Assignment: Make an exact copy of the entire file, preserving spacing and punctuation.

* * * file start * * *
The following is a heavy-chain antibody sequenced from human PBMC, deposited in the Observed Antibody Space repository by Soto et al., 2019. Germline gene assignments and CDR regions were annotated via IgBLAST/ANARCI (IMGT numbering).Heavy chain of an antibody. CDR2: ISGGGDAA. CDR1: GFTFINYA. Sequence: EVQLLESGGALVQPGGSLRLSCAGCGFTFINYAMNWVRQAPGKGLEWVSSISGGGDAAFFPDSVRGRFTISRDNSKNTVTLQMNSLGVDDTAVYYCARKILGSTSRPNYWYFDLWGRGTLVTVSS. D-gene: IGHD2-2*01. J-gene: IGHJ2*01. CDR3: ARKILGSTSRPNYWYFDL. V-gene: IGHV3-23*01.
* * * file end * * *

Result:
The following is a heavy-chain antibody sequenced from human PBMC, deposited in the Observed Antibody Space repository by Soto et al., 2019. Germline gene assignments and CDR regions were annotated via IgBLAST/ANARCI (IMGT numbering).Heavy chain of an antibody. CDR2: ISGGGDAA. CDR1: GFTFINYA. Sequence: EVQLLESGGALVQPGGSLRLSCAGCGFTFINYAMNWVRQAPGKGLEWVSSISGGGDAAFFPDSVRGRFTISRDNSKNTVTLQMNSLGVDDTAVYYCARKILGSTSRPNYWYFDLWGRGTLVTVSS. D-gene: IGHD2-2*01. J-gene: IGHJ2*01. CDR3: ARKILGSTSRPNYWYFDL. V-gene: IGHV3-23*01.